An IRS wage garnishment shouldn’t be a surprise. Before issuing the garnishment, the IRS will send you a Final Notice of Intent to Levy and Notice of Your Rights to a Hearing at least 30 days before the levy. To ensure you get the notice, the IRS will either give it to you in person, send it to your last registered address as registered mail, or leave it at your place of business.

The IRS will also send you a Third Party Contact Notice alerting you that the agency is going to talk to a third party, in this case, your employer. Then, the IRS will send a Notice of Levy on Wages to your employer, and generally, your employer will start garnishing your wages during the next pay period.

The IRS will send your employer IRS form 668-W, also known as a Notice of Levy on Wages, Salary, and Other Income, to levy your wages or salary. The employer must comply with the levy and send the money to the IRS. The employer may also be required to provide the IRS with information about the employee’s health insurance coverage. If the employer does not comply with the levy, the employer may be subject to penalties.

What to Expect With a Wage Levy

Your employer will give you a statement to fill out so they can figure out how much to garnish from your wages. You have three days to fill out the form, and if you don’t, your employer will garnish your wages as if you are married filing separately with no dependents.

This means your employer will send all of your earnings over $1079.17 to the IRS — you will have to live on about $280 per week.

Interest and penalties will continue to accrue while the levy is in place. Typically, the IRS will also seize all state and federal tax refunds, and it may also levy other assets such as real estate, personal property, and bank accounts. If you’re self-employed, the IRS can even claim payments from your clients.

How to Avoid a Wage Garnishment

To avoid a wage levy, you need to reach out to the IRS before the levy is in place. The IRS offers many different options to help people take care of their unpaid taxes, including payment plans and offers in compromise. Once a wage levy is in place, setting up another arrangement can be difficult. To get help, you may want to consult with a tax attorney.

How to Remove a Wage Garnishment

The IRS will remove your wage levy in the following situations:

  • You pay the unpaid tax in full.
  • The collection period expired before the levy was issued.
  • You’ve set up an installment plan to make monthly payments on the debt, and the agreement says the levy can be removed.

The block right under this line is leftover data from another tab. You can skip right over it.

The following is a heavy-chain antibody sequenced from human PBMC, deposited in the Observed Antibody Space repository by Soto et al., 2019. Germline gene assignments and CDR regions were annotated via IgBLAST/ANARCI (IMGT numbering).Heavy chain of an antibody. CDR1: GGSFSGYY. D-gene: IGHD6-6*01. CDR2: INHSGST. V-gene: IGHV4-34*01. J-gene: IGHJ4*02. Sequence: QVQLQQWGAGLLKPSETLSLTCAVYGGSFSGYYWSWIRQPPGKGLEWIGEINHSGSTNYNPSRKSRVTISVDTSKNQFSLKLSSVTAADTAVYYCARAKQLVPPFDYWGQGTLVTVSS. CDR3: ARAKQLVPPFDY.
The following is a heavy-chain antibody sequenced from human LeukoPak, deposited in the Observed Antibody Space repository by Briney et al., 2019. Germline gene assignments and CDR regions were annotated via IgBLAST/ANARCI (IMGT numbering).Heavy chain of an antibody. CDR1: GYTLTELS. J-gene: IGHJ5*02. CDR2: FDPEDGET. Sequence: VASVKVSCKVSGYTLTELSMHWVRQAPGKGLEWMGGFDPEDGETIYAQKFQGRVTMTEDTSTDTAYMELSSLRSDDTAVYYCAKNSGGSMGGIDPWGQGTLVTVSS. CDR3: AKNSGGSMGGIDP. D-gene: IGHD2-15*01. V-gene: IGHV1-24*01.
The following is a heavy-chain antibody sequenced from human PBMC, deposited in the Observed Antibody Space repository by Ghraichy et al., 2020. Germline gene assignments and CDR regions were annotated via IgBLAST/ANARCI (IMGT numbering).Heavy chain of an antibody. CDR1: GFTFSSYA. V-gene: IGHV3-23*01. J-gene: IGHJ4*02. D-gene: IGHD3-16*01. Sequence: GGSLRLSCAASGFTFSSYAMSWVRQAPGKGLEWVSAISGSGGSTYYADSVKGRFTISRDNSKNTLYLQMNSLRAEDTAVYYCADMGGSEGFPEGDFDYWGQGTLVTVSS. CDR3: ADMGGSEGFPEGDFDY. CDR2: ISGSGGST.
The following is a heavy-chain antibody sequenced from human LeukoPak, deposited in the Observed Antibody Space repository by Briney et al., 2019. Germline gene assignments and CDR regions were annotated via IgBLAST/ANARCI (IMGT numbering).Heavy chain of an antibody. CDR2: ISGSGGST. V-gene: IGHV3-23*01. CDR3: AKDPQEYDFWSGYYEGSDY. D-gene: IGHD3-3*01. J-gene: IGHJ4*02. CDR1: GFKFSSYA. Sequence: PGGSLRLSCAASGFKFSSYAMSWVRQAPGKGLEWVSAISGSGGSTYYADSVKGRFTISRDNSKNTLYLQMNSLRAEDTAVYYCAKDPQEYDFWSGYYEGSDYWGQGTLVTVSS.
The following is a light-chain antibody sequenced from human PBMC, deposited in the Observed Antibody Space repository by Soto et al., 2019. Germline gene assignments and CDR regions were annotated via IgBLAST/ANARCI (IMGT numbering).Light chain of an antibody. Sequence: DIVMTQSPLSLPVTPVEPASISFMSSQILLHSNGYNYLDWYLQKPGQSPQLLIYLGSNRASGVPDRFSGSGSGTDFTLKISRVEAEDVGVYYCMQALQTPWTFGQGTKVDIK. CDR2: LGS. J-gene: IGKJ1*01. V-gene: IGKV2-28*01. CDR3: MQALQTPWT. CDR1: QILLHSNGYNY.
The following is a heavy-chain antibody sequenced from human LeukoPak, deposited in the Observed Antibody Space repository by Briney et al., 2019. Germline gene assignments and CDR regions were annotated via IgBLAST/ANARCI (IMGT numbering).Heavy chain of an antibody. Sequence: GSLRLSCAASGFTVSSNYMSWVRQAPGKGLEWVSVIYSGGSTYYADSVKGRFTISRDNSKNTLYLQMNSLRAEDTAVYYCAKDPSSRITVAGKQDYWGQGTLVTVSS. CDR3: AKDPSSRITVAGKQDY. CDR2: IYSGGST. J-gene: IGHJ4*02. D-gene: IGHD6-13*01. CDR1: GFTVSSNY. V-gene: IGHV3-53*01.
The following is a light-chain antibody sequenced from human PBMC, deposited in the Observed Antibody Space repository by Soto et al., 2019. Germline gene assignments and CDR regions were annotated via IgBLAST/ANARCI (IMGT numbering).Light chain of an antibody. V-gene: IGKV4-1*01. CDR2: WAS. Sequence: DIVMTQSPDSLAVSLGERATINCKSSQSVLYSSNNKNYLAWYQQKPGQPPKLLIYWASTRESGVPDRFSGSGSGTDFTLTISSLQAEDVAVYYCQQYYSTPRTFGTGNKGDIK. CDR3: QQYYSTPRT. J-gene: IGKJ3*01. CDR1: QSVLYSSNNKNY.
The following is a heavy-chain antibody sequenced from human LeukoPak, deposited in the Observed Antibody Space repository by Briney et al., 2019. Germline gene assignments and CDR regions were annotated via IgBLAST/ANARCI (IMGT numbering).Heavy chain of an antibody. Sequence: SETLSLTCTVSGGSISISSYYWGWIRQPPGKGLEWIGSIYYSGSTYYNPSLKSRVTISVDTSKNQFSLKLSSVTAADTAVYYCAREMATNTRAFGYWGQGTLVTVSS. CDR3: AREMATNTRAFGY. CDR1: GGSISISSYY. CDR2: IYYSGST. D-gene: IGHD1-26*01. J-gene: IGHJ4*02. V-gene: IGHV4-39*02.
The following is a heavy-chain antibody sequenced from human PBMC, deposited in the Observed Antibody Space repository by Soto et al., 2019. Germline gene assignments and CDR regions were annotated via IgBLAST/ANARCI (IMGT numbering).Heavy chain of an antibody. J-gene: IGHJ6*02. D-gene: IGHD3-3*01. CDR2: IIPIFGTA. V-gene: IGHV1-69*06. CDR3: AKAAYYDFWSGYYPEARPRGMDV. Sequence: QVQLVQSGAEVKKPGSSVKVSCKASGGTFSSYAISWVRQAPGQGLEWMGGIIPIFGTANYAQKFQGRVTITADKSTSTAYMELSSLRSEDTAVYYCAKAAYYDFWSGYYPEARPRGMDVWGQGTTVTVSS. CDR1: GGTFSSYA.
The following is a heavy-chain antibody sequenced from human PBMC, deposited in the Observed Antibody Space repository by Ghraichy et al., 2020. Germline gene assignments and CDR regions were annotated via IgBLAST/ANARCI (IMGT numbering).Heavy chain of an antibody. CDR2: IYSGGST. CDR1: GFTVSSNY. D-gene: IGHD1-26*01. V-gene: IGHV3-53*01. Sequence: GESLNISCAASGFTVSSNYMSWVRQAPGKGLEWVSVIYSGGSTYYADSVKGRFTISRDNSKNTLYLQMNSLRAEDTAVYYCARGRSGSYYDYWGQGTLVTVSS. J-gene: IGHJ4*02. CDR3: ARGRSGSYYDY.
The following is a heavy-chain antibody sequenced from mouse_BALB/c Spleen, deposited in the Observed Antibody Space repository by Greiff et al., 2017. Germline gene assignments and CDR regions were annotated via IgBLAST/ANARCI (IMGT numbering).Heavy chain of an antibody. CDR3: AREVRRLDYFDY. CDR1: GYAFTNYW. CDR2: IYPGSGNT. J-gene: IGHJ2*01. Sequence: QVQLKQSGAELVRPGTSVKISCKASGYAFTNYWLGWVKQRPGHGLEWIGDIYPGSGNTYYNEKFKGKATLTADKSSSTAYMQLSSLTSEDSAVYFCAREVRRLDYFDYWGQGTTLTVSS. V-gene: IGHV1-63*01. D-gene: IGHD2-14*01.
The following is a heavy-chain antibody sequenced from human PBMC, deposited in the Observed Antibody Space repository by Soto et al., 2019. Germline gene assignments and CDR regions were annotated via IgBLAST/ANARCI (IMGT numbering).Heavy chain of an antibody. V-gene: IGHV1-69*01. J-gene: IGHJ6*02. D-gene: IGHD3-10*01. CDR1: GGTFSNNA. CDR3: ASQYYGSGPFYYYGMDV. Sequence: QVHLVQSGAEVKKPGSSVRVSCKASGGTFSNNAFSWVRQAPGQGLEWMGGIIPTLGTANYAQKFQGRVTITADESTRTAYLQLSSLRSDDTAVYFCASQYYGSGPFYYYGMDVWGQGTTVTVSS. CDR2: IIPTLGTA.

• You file for bankruptcy — This will place a stay (hold) on the garnishment while the bankruptcy case is proceeding, but it will not necessarily eliminate your debt. In some cases, you can get tax debt discharged through bankruptcy, but the debt has to meet specific criteria.
  • The levy is creating economic hardship for you.

To prove economic hardship, you may need to make a full financial disclosure to the IRS, and if the IRS removes your wage garnishment, you still owe the tax. Tax professionals can help you identify the right option for your situation.

Will Quitting My Job Stop the Garnishment?

Quitting your job can temporarily pause the wage garnishment. But the IRS will find you at your new employer. If the IRS can’t garnish your wages, it will look for other assets to seize. This is not an effective way to stop a wage garnishment.

How to Stop a Wage Garnishment When You Don’t Owe the Tax

If you believe that you don’t owe the tax bill, you may be able to stop the garnishment in another way. When you disagree with an IRS tax debt, you may be able to apply for an offer in compromise based on doubt as to liability. You may be able to apply for innocent spouse relief if you believe that the tax bill was due solely to your spouse or former spouse. Or you may be able to appeal the tax in other ways. The process depends on your situation and how long it has been since the tax debt was assessed. 

Child Support and Wage Garnishments

If you pay child support directly to your child’s other parent, you need to notify the IRS so your employer doesn’t take that amount from your paycheck. In this case, you cannot claim that child as a dependent when calculating your exempt amount.

Get Help With Wage Garnishments Today

If the IRS has threatened to garnish your wages or if you’re already being garnished, get help from a tax professional today. The tax lawyers at The W Tax Group understand how the IRS works, and we have experience dealing with a wide range of tax problems.

We can negotiate with the IRS on your behalf and help you get the best outcome possible for your situation. Don’t let the IRS take your wages — contact us for help today.